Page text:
1. “Talking about our personal lives is now less taboo, and we should keep it up.”

Prior to the pandemic, coworkers might have been more private about the challenges going on in their personal lives. However, with the majority of people working from home, they don’t have much of a choice but to welcome their coworkers into their lives. Dogs barking and children playing in the background of Zoom meetings have become the new soundtrack to their lives. The article stressed the importance of employees and managers being empathetic and maintaining open communication going forward. “Managers can respectfully learn those insights by asking open ended questions, such as, ‘Are there any ways in which I’d be helpful to you as you think about staying at this organization for the long-term?’”

2. “We should re-examine our approach to telecommuting.”

When companies began to make the switch to remote work during the pandemic back in March, many were unsure of how productivity would still be maximized without working together in the office. Months later, there is successful evidence that it might be best for some people to continue working from home going into the future. Allowing employees to work from home when they are not needed to be in the office could come with many benefits like, cutting down on traffic and improving diversity. By having more remote positions available within the company, this is an opportunity for diversity to be maximized as different people could be hired from all over the country or potentially the world if necessary.

3. “We should think about all types of flexibility options.”

Flexibility has become an important mindset for companies within the past few months. This not only applies to working remotely, but could also change the typical workweek and hours. When it comes to shifting work hours, “to better accommodate the difference between office hours and school hours,” working moms would be able to adjust their day based on not only their work priorities but their families as well.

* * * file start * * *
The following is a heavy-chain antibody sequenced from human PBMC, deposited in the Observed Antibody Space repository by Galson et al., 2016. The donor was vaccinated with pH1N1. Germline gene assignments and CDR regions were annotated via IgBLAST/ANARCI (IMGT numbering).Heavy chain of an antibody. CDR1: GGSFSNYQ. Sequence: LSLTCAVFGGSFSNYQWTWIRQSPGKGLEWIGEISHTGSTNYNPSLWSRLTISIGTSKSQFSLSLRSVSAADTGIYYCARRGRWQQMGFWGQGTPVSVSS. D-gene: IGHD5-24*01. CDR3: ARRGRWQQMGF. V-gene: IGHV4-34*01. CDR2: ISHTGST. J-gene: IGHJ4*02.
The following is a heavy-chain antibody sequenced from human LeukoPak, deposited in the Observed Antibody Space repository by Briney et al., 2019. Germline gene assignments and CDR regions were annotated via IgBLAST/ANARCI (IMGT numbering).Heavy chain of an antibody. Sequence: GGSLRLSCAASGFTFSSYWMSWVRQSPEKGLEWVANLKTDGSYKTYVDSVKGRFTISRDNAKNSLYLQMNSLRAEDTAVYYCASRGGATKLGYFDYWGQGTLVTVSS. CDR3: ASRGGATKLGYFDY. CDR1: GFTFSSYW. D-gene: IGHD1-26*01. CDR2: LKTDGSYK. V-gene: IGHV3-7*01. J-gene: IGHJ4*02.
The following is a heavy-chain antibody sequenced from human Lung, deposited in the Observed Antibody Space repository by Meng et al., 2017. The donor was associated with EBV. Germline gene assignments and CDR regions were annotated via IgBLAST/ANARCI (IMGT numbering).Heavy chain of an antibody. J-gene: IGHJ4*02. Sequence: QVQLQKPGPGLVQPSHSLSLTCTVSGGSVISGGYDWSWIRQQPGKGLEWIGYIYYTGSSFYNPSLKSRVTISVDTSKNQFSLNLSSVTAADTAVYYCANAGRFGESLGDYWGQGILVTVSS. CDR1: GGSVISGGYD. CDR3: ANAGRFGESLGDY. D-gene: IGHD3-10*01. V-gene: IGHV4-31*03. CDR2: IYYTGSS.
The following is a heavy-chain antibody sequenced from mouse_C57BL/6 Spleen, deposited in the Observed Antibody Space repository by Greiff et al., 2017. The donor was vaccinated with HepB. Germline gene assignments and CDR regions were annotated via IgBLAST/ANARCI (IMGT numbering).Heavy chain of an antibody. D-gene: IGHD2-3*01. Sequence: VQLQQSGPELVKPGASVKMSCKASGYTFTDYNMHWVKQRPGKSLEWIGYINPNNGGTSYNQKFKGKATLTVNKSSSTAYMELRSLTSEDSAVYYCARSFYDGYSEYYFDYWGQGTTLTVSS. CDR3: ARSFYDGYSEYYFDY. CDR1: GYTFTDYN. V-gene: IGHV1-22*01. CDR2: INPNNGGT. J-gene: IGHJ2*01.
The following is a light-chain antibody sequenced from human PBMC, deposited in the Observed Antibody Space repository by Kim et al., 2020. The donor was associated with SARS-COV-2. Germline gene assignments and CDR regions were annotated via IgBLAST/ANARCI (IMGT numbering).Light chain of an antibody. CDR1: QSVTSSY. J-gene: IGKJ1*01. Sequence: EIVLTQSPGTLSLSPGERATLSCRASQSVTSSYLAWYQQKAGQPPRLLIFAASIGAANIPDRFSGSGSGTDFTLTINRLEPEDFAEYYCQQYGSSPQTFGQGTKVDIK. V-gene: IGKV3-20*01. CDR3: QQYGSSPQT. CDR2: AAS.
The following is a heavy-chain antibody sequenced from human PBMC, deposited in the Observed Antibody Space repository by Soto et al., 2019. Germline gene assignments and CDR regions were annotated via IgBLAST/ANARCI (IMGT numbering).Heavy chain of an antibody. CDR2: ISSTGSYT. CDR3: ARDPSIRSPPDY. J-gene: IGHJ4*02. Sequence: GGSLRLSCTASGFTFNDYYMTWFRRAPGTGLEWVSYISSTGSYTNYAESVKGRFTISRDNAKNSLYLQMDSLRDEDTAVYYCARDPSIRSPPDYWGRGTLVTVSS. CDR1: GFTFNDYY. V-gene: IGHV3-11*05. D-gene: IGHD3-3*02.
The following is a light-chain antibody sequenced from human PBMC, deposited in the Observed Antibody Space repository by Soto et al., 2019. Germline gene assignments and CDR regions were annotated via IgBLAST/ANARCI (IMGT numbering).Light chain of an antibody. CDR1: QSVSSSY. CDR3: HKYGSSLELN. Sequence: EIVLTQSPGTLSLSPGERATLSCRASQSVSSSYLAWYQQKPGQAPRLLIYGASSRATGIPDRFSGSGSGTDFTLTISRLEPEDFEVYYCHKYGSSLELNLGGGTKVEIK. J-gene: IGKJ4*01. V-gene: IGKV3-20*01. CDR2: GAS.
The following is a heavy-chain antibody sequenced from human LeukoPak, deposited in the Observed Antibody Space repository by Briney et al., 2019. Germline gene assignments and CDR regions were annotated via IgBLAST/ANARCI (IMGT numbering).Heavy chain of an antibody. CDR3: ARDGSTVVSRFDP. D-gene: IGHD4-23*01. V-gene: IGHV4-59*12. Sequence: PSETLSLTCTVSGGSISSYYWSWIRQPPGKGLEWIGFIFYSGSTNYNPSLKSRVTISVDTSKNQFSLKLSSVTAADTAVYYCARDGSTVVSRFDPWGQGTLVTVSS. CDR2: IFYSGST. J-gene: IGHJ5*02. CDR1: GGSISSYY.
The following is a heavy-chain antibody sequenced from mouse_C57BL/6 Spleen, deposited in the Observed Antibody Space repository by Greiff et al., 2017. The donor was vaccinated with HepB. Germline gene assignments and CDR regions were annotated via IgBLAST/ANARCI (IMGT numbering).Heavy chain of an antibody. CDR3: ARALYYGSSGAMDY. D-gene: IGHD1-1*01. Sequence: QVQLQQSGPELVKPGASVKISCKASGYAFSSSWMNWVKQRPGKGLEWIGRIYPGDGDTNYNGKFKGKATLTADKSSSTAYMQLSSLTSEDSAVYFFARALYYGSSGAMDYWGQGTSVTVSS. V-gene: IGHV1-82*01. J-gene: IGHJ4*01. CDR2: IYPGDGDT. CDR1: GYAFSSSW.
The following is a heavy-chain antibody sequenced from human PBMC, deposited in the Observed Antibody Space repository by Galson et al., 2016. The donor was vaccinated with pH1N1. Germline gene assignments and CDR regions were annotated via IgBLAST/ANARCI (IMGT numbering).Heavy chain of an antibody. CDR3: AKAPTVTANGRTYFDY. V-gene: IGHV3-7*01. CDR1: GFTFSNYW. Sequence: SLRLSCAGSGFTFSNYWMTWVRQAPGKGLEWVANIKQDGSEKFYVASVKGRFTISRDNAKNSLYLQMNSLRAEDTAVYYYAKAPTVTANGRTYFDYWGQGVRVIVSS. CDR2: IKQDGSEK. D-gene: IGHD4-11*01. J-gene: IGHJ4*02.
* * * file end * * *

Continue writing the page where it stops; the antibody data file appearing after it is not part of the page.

4.  “Management training should become more of a priority.”

2020 has been a year that has relied heavily on supporting and loving your neighbor. This can translate into the workplace as the roles of managers have changed from just being a leader within the office, to being a leader and support system in the lives of their employees. Lori Nishiura Mackenzie, co-founder of the Stanford VMware Women’s Leadership Innovation Lab and lead strategist for diversity, equity, and inclusion at Stanford Graduate School of Business, said that her and her team “have found that managers are spending more time on employee care, in response to both the pandemic and Black Lives Matter protests.” Moving forward, it might be beneficial for companies to offer more managerial training in how to best support the care of their employees. 

5.  “We should consider how we support workers outside of the office.”

The pandemic has hit the world hard financially as many people have lost their jobs, have had a cut in their income, or lacked the resources they need to work from home. The article discussed how some companies were able to give their employees a stipend for their “…home office budget–money for a new chair or desktop monitor.” However, if they are able, companies could offer different stipends to their employees in order to help them out more in other aspects of their life. For example, the article suggested “…companies could offer a child-care budget for parents worried about offices opening back up while schools remain closed.” 

To read the entire article and others like it, click here.

Protecting Your Genius with LaConya Murray

Momentum prides itself on being a resource for empowering women in leadership. Alabama native, Attorney LaConya Murray – also known as the “Brand Attorney” – has been making waves in the legal field by “empowering high achieving professionals and creative masterminds to protect their brand and their own genius.” 

In high school, LaConya knew she wanted to one day practice corporate law, but not in the traditional corporate setting. After graduating from law school, she worked for an attorney for one year before branching out and starting her own practice. 

In the beginning, she did it all — including disability, criminal, and family law. However, her true passion was found helping entrepreneurs. During our interview she said, “I think small business owners are the backbone of our society, and when they are able to operate in their genius and create and provide, then the whole world benefits.”